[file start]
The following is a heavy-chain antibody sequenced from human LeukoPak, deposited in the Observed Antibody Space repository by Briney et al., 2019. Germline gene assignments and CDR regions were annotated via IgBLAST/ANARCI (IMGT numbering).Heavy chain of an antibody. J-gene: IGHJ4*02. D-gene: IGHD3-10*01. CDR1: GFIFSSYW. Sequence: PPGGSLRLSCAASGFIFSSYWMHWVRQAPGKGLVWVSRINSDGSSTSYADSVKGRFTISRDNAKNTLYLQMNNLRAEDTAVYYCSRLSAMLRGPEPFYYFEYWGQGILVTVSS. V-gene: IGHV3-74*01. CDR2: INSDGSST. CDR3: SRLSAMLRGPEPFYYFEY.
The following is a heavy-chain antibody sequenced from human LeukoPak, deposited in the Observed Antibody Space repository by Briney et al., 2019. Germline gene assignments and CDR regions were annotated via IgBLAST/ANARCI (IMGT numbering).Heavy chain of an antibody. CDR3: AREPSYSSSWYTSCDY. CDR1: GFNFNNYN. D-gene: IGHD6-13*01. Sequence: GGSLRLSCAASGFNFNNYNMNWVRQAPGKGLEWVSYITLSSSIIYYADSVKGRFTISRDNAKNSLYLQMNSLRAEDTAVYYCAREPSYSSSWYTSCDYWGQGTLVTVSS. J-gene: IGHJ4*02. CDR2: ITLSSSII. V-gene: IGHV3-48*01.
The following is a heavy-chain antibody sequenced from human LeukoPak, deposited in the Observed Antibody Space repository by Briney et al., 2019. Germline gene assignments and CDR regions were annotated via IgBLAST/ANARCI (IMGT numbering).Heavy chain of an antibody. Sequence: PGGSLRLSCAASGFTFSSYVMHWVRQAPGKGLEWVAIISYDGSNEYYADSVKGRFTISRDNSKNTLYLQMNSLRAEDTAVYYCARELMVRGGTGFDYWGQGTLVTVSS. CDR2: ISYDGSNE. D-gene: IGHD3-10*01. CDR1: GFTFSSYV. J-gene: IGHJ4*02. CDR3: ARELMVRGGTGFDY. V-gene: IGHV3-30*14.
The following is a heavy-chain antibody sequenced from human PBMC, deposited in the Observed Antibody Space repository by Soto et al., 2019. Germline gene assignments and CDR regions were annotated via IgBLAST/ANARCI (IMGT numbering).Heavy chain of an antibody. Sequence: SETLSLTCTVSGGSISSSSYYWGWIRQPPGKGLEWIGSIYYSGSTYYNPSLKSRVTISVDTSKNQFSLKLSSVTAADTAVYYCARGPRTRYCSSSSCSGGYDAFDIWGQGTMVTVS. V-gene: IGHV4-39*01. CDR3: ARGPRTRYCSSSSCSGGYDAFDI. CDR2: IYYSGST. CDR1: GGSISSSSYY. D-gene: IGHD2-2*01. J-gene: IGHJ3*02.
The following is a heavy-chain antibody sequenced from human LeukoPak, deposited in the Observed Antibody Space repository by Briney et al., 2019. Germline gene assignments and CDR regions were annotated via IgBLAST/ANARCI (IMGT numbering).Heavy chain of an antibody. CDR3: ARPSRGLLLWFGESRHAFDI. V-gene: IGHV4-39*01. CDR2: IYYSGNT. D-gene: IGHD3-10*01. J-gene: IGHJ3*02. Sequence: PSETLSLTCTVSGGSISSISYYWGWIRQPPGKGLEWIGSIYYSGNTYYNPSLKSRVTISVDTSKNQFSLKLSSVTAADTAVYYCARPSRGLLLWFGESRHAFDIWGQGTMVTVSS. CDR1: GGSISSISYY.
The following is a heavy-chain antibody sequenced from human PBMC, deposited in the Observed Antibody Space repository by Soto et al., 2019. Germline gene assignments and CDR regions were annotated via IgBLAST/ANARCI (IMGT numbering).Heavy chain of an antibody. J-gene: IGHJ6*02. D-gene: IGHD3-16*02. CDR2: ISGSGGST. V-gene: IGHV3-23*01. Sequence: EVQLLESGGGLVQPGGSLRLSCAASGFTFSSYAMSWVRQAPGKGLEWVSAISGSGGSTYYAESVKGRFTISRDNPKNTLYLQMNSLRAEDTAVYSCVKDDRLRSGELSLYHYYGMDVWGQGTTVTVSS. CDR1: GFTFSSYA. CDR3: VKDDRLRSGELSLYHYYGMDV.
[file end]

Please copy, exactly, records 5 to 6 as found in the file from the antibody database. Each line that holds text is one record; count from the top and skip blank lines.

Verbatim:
The following is a heavy-chain antibody sequenced from human LeukoPak, deposited in the Observed Antibody Space repository by Briney et al., 2019. Germline gene assignments and CDR regions were annotated via IgBLAST/ANARCI (IMGT numbering).Heavy chain of an antibody. CDR3: ARPSRGLLLWFGESRHAFDI. V-gene: IGHV4-39*01. CDR2: IYYSGNT. D-gene: IGHD3-10*01. J-gene: IGHJ3*02. Sequence: PSETLSLTCTVSGGSISSISYYWGWIRQPPGKGLEWIGSIYYSGNTYYNPSLKSRVTISVDTSKNQFSLKLSSVTAADTAVYYCARPSRGLLLWFGESRHAFDIWGQGTMVTVSS. CDR1: GGSISSISYY.
The following is a heavy-chain antibody sequenced from human PBMC, deposited in the Observed Antibody Space repository by Soto et al., 2019. Germline gene assignments and CDR regions were annotated via IgBLAST/ANARCI (IMGT numbering).Heavy chain of an antibody. J-gene: IGHJ6*02. D-gene: IGHD3-16*02. CDR2: ISGSGGST. V-gene: IGHV3-23*01. Sequence: EVQLLESGGGLVQPGGSLRLSCAASGFTFSSYAMSWVRQAPGKGLEWVSAISGSGGSTYYAESVKGRFTISRDNPKNTLYLQMNSLRAEDTAVYSCVKDDRLRSGELSLYHYYGMDVWGQGTTVTVSS. CDR1: GFTFSSYA. CDR3: VKDDRLRSGELSLYHYYGMDV.